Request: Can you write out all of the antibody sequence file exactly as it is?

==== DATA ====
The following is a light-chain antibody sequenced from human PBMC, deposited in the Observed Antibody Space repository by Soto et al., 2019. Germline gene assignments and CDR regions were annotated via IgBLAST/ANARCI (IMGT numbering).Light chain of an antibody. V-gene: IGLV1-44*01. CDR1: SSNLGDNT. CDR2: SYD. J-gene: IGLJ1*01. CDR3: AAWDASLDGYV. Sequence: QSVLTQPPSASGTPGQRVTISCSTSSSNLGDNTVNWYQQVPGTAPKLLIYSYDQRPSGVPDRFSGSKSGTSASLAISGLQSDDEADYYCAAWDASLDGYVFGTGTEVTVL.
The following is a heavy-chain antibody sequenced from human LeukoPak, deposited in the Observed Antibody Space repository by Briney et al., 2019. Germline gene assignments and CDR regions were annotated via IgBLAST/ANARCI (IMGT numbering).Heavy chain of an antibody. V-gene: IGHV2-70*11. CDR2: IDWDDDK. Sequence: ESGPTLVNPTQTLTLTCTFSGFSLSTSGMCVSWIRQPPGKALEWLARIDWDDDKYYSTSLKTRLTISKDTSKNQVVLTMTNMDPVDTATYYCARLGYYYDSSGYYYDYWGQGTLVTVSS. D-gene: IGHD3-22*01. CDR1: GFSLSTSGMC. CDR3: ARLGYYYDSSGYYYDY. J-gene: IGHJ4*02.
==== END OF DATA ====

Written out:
The following is a light-chain antibody sequenced from human PBMC, deposited in the Observed Antibody Space repository by Soto et al., 2019. Germline gene assignments and CDR regions were annotated via IgBLAST/ANARCI (IMGT numbering).Light chain of an antibody. V-gene: IGLV1-44*01. CDR1: SSNLGDNT. CDR2: SYD. J-gene: IGLJ1*01. CDR3: AAWDASLDGYV. Sequence: QSVLTQPPSASGTPGQRVTISCSTSSSNLGDNTVNWYQQVPGTAPKLLIYSYDQRPSGVPDRFSGSKSGTSASLAISGLQSDDEADYYCAAWDASLDGYVFGTGTEVTVL.
The following is a heavy-chain antibody sequenced from human LeukoPak, deposited in the Observed Antibody Space repository by Briney et al., 2019. Germline gene assignments and CDR regions were annotated via IgBLAST/ANARCI (IMGT numbering).Heavy chain of an antibody. V-gene: IGHV2-70*11. CDR2: IDWDDDK. Sequence: ESGPTLVNPTQTLTLTCTFSGFSLSTSGMCVSWIRQPPGKALEWLARIDWDDDKYYSTSLKTRLTISKDTSKNQVVLTMTNMDPVDTATYYCARLGYYYDSSGYYYDYWGQGTLVTVSS. D-gene: IGHD3-22*01. CDR1: GFSLSTSGMC. CDR3: ARLGYYYDSSGYYYDY. J-gene: IGHJ4*02.